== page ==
When Andy Blinn was 16 years old, in 1981, he put the finishing touches on a mural in a stairwell of what was then The Donald Douglas Museum and Library at Santa Monica Airport.
Nearly 26 years later — and a year after Blinn’s death at age 40 from cystic fibrosis — a plaque dedication ceremony was to honor his artistry and life.
The ceremony was to be held at 11 a.m. Wednesday, January 31st, at what is now Santa Monica College’s Airport Campus, 2800 Airport Ave., Santa Monica.
His parents, Richard and Marjeanne Blinn of Manhattan Beach, were to be at the plaque dedication ceremony, along with representatives of Santa Monica College and Santa Monica Airport.
The plaque, with two pictures of Blinn taken at the time he was painting the mural, says:
“Andy lived courageously with the genetic disease cystic fibrosis. He treated each day of his life as a gift. He loved art, airplanes, computers, and many friends. He achieved awards in every field he entered. He gave his creative spirit to everything he touched.”
The mural, along with other reminders of the building’s aviation history, were preserved when the college took over the site from the museum in 1988 under a lease with the City of Santa Monica.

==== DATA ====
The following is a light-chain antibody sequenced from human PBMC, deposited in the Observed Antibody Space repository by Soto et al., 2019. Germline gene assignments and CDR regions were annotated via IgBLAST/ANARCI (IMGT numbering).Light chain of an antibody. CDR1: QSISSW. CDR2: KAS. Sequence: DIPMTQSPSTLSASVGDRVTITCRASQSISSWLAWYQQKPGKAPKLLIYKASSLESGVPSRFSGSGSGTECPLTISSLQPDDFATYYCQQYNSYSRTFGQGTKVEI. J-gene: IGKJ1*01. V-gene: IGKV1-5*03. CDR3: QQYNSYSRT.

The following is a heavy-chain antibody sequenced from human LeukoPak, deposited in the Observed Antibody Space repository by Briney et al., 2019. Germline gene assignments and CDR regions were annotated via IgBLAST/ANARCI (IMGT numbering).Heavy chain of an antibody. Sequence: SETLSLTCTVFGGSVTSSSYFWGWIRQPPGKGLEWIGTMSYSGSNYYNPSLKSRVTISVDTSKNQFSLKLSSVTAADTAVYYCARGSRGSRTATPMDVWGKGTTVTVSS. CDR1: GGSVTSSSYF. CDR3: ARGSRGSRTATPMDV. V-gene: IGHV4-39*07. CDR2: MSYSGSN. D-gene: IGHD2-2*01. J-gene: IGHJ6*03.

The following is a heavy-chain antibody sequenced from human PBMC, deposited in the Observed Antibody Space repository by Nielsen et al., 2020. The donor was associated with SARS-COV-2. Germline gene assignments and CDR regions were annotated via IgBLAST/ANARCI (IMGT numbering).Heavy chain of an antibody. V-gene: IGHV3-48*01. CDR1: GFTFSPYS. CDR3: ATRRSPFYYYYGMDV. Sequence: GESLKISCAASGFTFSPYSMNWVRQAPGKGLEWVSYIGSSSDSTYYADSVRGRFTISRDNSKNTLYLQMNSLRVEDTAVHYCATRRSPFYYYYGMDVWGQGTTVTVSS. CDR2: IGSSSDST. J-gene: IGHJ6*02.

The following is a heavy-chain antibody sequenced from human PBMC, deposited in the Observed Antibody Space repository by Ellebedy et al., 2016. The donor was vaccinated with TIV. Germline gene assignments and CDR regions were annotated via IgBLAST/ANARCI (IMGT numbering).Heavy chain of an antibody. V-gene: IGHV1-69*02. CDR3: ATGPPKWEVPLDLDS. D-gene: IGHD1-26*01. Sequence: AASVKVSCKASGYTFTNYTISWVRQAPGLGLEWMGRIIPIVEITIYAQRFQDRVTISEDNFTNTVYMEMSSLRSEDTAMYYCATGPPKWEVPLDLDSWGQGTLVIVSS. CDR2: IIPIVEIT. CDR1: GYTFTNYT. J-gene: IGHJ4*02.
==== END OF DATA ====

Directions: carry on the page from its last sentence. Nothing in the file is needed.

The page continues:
When the young Blinn, an aviation enthusiast, was 15, he visited the museum and proposed to the director that he paint the mural.
It took him more than a year to complete the project, with his parents driving him on weekends to the site from their Manhattan Beach home.
The project was delayed several times when the teenager had to go into the hospital for treatments of cystic fibrosis, a disease he lived with his entire life.
“From a very early age, he demonstrated considerable talent in art,” according to a Web site dedicated to Blinn’s memory (www.andyblinn.com). “Never daunted by a blank piece of paper, he experimented with any media put before him — fingerpaint, clay, glass mosaic, charcoal, chalk, acrylics, oils, block prints and plain old pencil.
“His first beach sandcastle won a prize.
“His cardboard Halloween costumes were legendary. Attending a cartooning class with his father at age ten, he was the youngest student the Torrance Adult School had ever had,” states the Web site.
Born November 19th, 1965 in Los Angeles, he died December 5th, 2005 in Long Beach.
After graduating from Mira Costa High School in Manhattan Beach, he went on to study art and computer graphic design at California State University at Dominguez Hills, graduating summa cum laude.
“After years of computer design-related positions in Santa Barbara, Seattle and San Pedro, he found his true niche with Wells Fargo Bank, Santa Ana,” the Web site says. “His analytical mind, his artistic creativity, and his calm, non-judgmental approach to problem solving made him a trusted co-worker.
“Modern technology allowed him to work comfortably at home in Long Beach, where he also did freelance projects for American Honda Motor Company in Torrance.”